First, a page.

Lowly carp give anglers great fight
Written by Tom Greenberg   
Thursday, 22 July 2004 06:21

What makes a great game fish?

Most anglers would agree that fighting ability is the paramount virtue, and food value is well down the list, behind the methods that can be used to fish for the species and even its abundance.

Which should make the carp one of the top-rated game fish in America. It grows to the size of Pacific salmon, fights harder than muskellunge or bass, takes spinning lures and flies, and demands a high level of casting skills and stream craft. On top of all that, carp from the right waters are absolutely delicious, and their food value was one of the top reasons the U.S. government imported the fish from Europe about 130 years ago.

Despite those pluses, carp are still viewed by most American anglers with about as much affection as rats and mosquitoes. We even use the name as a pejorative, referring to our overpopulating Canada geese as "the carp of the flyways."

That's OK with Alex Gray. The transplanted Englishman who lives in Novi is quite happy to have good carp waters mostly to himself, sometimes catching as many fish in a day as he could expect to catch all year in England.

On a recent day at Kent Lake in Kensington Metropark, Gray demonstrated why the specialized techniques used by European anglers produce more and bigger fish than the crude approach taken by most Americans.

In four hours, Gray caught and released eight carp in the eight- to 10-pound range. Four other anglers I talked to, who used the standard American techniques, caught a grand total of two among them.

"I've never known power like this for a nine-pound fish," Gray said after he netted one fish and laid it carefully on a padded landing mat, which many Europeans use to minimize injuries to fish. "A nine-pounder in England would never have taken this long to land."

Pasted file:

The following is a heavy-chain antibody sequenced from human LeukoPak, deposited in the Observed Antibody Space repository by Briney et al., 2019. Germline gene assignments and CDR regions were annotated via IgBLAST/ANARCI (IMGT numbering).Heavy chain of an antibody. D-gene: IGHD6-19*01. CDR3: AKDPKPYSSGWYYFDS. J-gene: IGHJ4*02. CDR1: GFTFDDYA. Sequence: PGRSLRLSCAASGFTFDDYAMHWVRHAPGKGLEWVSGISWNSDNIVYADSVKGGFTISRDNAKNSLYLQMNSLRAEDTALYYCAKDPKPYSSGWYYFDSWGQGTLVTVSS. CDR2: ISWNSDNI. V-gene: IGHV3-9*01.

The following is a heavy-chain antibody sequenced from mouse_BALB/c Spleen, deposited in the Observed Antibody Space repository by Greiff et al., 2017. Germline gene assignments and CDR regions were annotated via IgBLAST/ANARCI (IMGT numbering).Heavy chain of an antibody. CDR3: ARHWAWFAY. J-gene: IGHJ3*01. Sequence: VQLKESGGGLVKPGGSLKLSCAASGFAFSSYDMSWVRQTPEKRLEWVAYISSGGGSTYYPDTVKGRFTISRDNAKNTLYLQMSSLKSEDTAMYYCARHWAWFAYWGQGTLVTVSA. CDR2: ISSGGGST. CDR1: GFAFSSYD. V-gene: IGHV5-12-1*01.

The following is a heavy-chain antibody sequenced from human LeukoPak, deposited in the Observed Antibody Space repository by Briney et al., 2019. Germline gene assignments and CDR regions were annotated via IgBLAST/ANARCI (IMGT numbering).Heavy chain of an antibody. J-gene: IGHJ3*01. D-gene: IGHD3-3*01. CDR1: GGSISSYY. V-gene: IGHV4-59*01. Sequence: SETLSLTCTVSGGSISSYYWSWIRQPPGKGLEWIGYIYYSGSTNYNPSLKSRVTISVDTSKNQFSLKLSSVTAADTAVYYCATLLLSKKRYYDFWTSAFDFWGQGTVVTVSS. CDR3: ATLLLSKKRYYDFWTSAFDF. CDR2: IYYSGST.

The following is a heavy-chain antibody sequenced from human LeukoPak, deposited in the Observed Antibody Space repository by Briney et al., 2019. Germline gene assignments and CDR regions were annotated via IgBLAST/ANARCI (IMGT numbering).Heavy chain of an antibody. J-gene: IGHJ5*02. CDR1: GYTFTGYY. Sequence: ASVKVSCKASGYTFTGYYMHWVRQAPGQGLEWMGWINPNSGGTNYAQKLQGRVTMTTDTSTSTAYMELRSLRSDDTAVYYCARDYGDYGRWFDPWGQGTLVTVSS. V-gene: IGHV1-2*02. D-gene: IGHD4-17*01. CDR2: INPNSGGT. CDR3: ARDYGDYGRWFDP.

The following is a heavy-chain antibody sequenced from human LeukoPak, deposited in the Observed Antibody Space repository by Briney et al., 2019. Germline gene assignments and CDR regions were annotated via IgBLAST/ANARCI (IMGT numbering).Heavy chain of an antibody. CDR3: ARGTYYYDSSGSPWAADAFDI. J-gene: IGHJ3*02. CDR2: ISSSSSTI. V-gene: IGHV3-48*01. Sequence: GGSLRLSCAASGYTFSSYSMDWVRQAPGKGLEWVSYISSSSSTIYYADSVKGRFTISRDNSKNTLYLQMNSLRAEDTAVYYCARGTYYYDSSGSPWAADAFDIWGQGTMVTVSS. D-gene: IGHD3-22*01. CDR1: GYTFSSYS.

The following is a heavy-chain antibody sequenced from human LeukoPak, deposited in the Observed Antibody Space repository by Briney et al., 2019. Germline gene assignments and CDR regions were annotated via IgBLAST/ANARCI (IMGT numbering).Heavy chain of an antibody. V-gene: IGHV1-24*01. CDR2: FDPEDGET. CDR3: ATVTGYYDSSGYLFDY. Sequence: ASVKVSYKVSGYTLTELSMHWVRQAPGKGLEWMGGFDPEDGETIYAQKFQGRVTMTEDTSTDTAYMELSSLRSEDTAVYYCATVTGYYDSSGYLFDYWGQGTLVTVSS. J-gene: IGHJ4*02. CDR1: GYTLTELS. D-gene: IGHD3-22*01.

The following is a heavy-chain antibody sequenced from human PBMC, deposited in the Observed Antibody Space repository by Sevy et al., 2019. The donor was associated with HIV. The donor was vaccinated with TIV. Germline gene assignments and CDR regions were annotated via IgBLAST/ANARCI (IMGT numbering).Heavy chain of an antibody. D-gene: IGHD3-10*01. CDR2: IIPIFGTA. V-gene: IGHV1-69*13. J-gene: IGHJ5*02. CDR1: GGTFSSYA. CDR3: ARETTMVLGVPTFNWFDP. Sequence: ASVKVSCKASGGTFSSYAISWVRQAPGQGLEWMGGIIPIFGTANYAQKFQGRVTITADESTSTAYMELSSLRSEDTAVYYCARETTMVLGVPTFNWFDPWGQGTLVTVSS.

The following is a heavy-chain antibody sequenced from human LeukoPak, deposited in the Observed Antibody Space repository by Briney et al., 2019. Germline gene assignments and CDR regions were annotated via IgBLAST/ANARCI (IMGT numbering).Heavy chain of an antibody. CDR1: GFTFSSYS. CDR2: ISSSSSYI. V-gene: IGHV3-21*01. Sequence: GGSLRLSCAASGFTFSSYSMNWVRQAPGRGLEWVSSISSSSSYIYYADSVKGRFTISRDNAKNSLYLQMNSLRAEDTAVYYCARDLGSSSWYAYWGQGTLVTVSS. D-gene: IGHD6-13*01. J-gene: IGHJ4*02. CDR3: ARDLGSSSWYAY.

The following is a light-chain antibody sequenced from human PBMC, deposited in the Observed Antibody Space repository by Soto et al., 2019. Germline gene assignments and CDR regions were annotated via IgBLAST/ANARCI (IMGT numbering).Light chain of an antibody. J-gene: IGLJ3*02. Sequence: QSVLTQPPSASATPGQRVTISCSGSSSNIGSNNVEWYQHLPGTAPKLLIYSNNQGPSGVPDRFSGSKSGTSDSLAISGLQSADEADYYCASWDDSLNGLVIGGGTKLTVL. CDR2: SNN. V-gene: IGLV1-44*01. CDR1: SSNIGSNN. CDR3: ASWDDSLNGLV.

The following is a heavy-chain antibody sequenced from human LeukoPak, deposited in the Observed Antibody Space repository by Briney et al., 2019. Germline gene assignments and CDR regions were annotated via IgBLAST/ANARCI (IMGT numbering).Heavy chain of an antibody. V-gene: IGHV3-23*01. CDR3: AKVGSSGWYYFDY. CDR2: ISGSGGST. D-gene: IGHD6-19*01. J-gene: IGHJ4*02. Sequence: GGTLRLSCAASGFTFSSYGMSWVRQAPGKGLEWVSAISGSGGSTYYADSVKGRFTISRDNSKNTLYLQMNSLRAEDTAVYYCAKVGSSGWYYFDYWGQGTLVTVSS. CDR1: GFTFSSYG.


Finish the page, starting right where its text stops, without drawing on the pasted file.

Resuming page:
Gray, who came from England in February to work for Nissan Corp., was using carp tackle he brought from England, rods about 12 feet long equipped with bait-feeder reels that have two drags. The front drag is set to the tension the angler wants to fight the fish. The rear drag is set to a much lighter tension, just tight enough to keep the line from tangling when a fish takes the bait.

The rods lay flat on a frame called a rod pod, and the front section of each rod sat on a small black box called an electronic bite alarm, or buzzer. The line on the rod ran through a V-shaped opening at the top of the bite alarm, and when a fish began moving away with the bait, the indicator let out an audible alarm. Bite alarms are critical tools in England, where anglers might fish two or three days with only a couple of hits.

"This place reminds me of Spain," Gray said as an alarm shrieked and he picked up the rod to set the hook in another fish. "You have a lot of carp, and they're not very educated."

That was evident in Gray's choice of baits -- three or four sweet-corn kernels placed directly on the hook. To attract the carp, Gray used a modified version of the mealie bomb developed in South Africa.

"I bought some (cracked) corn at a feed store and boiled it for about four hours," he said. "That seems to be enough to make it stick."

Gray squeezed a handful of the pasty corn around a two-ounce egg sinker about 18 inches above the hook and sweet corn. The result was an egg-sized mass that would slowly drift off in the water and draw carp to the bait after he cast it out.

Only about 100,000 of Great Britain's 2 million anglers are dedicated carp fishermen, largely because carp are considered hard to catch.

Those anglers are targeted by seven major carp fishing publications, including Carpworld, which in April offered 224 slick pages filled with articles, color photographs and hundreds of advertisements for stuff American anglers have never heard of.

"In England, people have been brought up on pressured waters and the (angling) methods have become very refined," Carpworld publisher Tim Paisley said in a telephone interview from Sheffield, England.

"There are people who are happy to fish a 50-acre lake that has three big fish in it, as long as they are fish that have been there for centuries. Others are just as happy fishing ponds where the carp are stocked. There's a bit of snobbery in it."

Paisley's primary concern about stocking "is that we might bring in disease. Carp fishing has become a massive business, and we have a problem now with people bringing fish in illegally to create an instant carp pond."

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